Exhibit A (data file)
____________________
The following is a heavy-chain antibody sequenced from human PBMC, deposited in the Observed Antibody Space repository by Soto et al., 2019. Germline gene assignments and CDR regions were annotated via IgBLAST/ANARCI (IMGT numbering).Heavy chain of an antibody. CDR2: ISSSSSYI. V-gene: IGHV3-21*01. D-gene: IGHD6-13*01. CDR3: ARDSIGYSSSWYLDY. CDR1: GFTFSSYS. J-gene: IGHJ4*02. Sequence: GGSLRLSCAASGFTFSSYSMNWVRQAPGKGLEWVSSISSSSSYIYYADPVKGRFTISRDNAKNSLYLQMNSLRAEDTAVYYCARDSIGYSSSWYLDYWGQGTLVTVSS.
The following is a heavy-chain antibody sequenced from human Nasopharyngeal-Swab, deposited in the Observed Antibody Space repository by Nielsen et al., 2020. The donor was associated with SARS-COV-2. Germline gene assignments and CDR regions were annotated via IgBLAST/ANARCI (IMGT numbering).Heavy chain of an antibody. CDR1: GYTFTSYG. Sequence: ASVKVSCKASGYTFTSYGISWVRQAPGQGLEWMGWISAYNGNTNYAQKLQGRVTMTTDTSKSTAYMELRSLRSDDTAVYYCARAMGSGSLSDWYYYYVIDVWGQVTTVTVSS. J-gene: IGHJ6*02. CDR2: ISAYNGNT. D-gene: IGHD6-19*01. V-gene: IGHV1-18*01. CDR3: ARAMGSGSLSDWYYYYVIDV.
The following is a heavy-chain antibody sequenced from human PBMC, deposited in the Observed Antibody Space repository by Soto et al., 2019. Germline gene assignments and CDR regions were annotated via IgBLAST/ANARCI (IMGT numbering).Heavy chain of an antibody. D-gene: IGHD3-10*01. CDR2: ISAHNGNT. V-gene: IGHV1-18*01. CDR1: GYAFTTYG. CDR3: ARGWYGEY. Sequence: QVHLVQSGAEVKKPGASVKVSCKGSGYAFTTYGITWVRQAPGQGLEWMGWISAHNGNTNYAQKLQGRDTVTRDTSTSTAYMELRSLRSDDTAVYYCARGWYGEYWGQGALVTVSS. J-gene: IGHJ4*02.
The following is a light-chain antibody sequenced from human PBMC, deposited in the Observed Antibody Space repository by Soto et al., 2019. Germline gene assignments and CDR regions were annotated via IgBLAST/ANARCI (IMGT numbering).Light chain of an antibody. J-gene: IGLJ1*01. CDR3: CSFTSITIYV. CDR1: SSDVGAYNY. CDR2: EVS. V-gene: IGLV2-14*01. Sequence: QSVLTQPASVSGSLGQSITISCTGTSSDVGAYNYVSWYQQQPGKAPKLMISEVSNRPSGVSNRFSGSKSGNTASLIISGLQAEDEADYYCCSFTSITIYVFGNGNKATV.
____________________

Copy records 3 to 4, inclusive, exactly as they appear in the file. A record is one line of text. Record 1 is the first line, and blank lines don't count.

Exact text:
The following is a heavy-chain antibody sequenced from human PBMC, deposited in the Observed Antibody Space repository by Soto et al., 2019. Germline gene assignments and CDR regions were annotated via IgBLAST/ANARCI (IMGT numbering).Heavy chain of an antibody. D-gene: IGHD3-10*01. CDR2: ISAHNGNT. V-gene: IGHV1-18*01. CDR1: GYAFTTYG. CDR3: ARGWYGEY. Sequence: QVHLVQSGAEVKKPGASVKVSCKGSGYAFTTYGITWVRQAPGQGLEWMGWISAHNGNTNYAQKLQGRDTVTRDTSTSTAYMELRSLRSDDTAVYYCARGWYGEYWGQGALVTVSS. J-gene: IGHJ4*02.
The following is a light-chain antibody sequenced from human PBMC, deposited in the Observed Antibody Space repository by Soto et al., 2019. Germline gene assignments and CDR regions were annotated via IgBLAST/ANARCI (IMGT numbering).Light chain of an antibody. J-gene: IGLJ1*01. CDR3: CSFTSITIYV. CDR1: SSDVGAYNY. CDR2: EVS. V-gene: IGLV2-14*01. Sequence: QSVLTQPASVSGSLGQSITISCTGTSSDVGAYNYVSWYQQQPGKAPKLMISEVSNRPSGVSNRFSGSKSGNTASLIISGLQAEDEADYYCCSFTSITIYVFGNGNKATV.